Other problematic definitions occur with the authors’ separation of ‘misery’ and ‘mental illness’, which are conceptualised meaningfully as independent from each other;
The way ‘life-satisfaction’ has been measured
If we accept that ‘life-satisfaction’ exists in the first place, does the key question asked in The Origins of Happiness capture the complexity of the conceptual idea? The researchers in The Origins of Happiness have argued that rating scale measures are typically and consistently declared to be scientifically acceptable. However, in this case, one question is used to operationalise the entire concept of well-being which, as we have argued above, is multiply defined. On this basis, one might question whether ‘life-satisfaction’ or ‘well-being’ can be understood as quantitative and measurable.
There are many problems with the processes undertaken when using a rating scale; respondents are assumed to have direct access to their personal and stable meanings of the given scale attribute (in this case ‘life-satisfaction’), accept the assumption of a continuous measure between two points, assume that all respondents understand the scale questions and that their answers mean the same thing. However, we suggest that none of these assumptions hold in practice. Other research shows that both statements and the scale ratings used are actively interpreted by the respondents, they don’t signal a true ‘state of affairs’ and statements do not elicit a consistent response either when the same person repeatedly answers the same question, or when the same question is presented to different people.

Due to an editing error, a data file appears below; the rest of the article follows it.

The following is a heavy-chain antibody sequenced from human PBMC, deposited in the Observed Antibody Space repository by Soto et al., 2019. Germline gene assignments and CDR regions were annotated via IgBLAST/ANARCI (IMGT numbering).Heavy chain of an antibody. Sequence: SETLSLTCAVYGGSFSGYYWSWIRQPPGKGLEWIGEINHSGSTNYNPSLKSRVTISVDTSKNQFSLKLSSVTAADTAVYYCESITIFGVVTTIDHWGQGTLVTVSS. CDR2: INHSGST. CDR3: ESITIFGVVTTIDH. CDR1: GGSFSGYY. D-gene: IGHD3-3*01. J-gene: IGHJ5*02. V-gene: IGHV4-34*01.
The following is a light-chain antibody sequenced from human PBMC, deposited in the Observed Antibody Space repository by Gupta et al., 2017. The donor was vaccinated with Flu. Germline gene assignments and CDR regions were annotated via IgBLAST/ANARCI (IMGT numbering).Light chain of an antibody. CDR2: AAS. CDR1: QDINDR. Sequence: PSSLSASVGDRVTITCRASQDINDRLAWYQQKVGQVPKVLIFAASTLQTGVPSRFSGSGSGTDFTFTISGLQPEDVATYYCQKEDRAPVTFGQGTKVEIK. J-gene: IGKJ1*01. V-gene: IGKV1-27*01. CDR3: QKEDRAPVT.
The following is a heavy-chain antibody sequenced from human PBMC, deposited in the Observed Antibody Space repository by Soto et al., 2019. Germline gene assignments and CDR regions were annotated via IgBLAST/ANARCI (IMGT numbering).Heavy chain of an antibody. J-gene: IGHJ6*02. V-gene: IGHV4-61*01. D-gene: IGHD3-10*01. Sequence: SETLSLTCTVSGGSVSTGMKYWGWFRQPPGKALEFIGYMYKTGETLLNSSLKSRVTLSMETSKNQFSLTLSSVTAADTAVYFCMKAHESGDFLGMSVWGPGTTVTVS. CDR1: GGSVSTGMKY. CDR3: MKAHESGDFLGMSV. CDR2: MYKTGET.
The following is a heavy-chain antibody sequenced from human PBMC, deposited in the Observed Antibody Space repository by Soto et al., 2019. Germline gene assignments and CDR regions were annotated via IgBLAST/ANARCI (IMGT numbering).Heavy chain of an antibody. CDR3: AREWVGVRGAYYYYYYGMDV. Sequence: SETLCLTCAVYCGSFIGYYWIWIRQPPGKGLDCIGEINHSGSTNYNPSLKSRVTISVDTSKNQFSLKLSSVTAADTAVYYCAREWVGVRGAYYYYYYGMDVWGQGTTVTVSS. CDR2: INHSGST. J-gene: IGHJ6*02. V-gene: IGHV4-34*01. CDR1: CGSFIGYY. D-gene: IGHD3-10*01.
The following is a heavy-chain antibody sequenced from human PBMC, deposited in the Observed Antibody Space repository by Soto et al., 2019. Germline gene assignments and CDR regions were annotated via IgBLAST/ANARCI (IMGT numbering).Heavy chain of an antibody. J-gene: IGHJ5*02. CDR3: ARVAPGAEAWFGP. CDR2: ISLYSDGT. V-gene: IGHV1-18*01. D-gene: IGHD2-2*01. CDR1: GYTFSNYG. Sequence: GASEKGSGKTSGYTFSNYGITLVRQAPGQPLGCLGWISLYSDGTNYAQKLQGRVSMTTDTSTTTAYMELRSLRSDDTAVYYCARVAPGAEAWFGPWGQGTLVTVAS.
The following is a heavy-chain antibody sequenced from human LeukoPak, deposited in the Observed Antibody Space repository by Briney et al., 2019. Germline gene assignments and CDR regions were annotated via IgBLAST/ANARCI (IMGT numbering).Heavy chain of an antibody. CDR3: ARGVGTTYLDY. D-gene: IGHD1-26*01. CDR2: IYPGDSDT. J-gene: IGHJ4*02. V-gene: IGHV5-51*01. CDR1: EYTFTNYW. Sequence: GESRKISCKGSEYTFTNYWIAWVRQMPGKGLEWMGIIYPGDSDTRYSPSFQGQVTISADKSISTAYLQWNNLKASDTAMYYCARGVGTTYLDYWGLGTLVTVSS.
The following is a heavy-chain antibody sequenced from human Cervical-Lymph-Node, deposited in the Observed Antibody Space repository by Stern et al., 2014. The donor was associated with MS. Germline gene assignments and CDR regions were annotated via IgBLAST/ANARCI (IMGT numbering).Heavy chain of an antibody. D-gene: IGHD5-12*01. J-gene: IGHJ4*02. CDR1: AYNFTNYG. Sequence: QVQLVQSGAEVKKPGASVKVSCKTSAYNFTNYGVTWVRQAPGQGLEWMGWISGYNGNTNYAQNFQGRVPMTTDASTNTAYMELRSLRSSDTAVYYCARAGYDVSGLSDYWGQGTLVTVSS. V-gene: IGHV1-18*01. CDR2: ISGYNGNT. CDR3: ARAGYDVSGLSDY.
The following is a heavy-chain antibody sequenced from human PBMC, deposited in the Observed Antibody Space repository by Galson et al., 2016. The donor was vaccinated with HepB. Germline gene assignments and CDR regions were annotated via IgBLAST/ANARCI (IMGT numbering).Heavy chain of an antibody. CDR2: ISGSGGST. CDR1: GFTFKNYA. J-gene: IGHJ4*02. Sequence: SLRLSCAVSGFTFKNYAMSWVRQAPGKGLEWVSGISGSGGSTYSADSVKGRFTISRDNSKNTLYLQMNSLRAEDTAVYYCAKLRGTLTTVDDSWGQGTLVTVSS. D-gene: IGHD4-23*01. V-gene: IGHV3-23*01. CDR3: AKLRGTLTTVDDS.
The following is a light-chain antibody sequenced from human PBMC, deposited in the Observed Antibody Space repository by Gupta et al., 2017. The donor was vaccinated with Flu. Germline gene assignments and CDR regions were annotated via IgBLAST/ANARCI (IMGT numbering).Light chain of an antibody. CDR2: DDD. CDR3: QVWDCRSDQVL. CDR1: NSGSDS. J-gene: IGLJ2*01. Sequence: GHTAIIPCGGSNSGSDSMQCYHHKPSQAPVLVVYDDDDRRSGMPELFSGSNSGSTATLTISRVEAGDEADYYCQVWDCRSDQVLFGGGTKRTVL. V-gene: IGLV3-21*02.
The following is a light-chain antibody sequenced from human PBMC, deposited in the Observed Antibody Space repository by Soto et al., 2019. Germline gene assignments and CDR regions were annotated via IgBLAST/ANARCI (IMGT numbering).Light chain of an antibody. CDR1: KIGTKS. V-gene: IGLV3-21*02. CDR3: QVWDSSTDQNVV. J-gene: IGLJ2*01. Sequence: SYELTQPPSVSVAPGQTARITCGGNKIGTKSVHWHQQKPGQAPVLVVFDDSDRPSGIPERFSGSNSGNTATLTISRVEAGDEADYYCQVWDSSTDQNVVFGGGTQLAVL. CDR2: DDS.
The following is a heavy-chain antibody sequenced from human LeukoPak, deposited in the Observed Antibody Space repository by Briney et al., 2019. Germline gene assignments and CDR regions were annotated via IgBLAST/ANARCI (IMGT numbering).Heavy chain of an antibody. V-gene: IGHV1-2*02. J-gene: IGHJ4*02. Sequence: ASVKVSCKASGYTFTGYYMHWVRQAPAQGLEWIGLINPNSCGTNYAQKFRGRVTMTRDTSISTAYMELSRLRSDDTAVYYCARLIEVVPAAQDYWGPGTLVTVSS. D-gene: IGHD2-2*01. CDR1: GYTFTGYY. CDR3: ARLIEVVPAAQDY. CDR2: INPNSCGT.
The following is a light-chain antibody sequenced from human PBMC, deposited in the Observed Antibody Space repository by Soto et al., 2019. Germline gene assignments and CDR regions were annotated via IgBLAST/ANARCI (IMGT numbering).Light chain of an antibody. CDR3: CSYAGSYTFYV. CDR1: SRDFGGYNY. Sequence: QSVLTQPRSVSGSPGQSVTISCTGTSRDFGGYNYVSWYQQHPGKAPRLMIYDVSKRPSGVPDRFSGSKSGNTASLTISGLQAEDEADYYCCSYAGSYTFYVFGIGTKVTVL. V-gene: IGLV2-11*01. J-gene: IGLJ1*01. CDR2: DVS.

To best understand the impact of these complex and intersecting variables, a genuinely interdisciplinary apprach to public health research is required. There are very real challenges to working across disciplines, but also opportunities for a revitalised approach to articulating a vision of how we might organise society to take more account of the social factors of psychological health and ‘well-being’.
2. Important areas of research which are missing
The Origins of Happiness should include more explicit consideration of structural inequalities, reflected at personal, family and community levels. There is an increasing evidence-base regarding the effect of inequality on physical and mental health. Yet differences in power, and the way societal structures maintain these differences, are obscured by the data and analyses presented in the book, and there is no consideration of the policy implications of this.
We have chosen gender as an example of how The Origins of Happiness has ignored structural inequality, and in doing so, neglected the potential for change in this area within resulting policy recommendations. Essentially, the same analysis must be applied to race, poverty, disability and many other structural factors which have not been considered, to the detriment of the book.